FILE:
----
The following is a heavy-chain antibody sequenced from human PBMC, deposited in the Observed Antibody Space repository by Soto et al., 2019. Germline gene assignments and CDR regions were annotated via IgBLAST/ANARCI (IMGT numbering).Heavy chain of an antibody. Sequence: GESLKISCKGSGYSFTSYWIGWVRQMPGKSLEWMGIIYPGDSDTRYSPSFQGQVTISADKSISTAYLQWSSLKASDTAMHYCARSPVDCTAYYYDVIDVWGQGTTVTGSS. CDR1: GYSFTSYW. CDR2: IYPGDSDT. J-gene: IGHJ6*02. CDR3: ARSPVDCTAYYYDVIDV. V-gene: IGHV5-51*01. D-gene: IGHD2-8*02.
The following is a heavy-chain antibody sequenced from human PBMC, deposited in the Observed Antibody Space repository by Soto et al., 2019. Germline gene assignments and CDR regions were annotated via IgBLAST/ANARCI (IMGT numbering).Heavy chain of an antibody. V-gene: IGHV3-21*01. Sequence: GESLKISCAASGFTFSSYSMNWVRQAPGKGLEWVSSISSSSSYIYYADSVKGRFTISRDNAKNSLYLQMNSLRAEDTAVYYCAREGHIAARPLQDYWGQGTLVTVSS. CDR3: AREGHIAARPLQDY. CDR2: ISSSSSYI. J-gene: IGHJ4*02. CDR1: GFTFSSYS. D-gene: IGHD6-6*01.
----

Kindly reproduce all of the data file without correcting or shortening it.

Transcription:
The following is a heavy-chain antibody sequenced from human PBMC, deposited in the Observed Antibody Space repository by Soto et al., 2019. Germline gene assignments and CDR regions were annotated via IgBLAST/ANARCI (IMGT numbering).Heavy chain of an antibody. Sequence: GESLKISCKGSGYSFTSYWIGWVRQMPGKSLEWMGIIYPGDSDTRYSPSFQGQVTISADKSISTAYLQWSSLKASDTAMHYCARSPVDCTAYYYDVIDVWGQGTTVTGSS. CDR1: GYSFTSYW. CDR2: IYPGDSDT. J-gene: IGHJ6*02. CDR3: ARSPVDCTAYYYDVIDV. V-gene: IGHV5-51*01. D-gene: IGHD2-8*02.
The following is a heavy-chain antibody sequenced from human PBMC, deposited in the Observed Antibody Space repository by Soto et al., 2019. Germline gene assignments and CDR regions were annotated via IgBLAST/ANARCI (IMGT numbering).Heavy chain of an antibody. V-gene: IGHV3-21*01. Sequence: GESLKISCAASGFTFSSYSMNWVRQAPGKGLEWVSSISSSSSYIYYADSVKGRFTISRDNAKNSLYLQMNSLRAEDTAVYYCAREGHIAARPLQDYWGQGTLVTVSS. CDR3: AREGHIAARPLQDY. CDR2: ISSSSSYI. J-gene: IGHJ4*02. CDR1: GFTFSSYS. D-gene: IGHD6-6*01.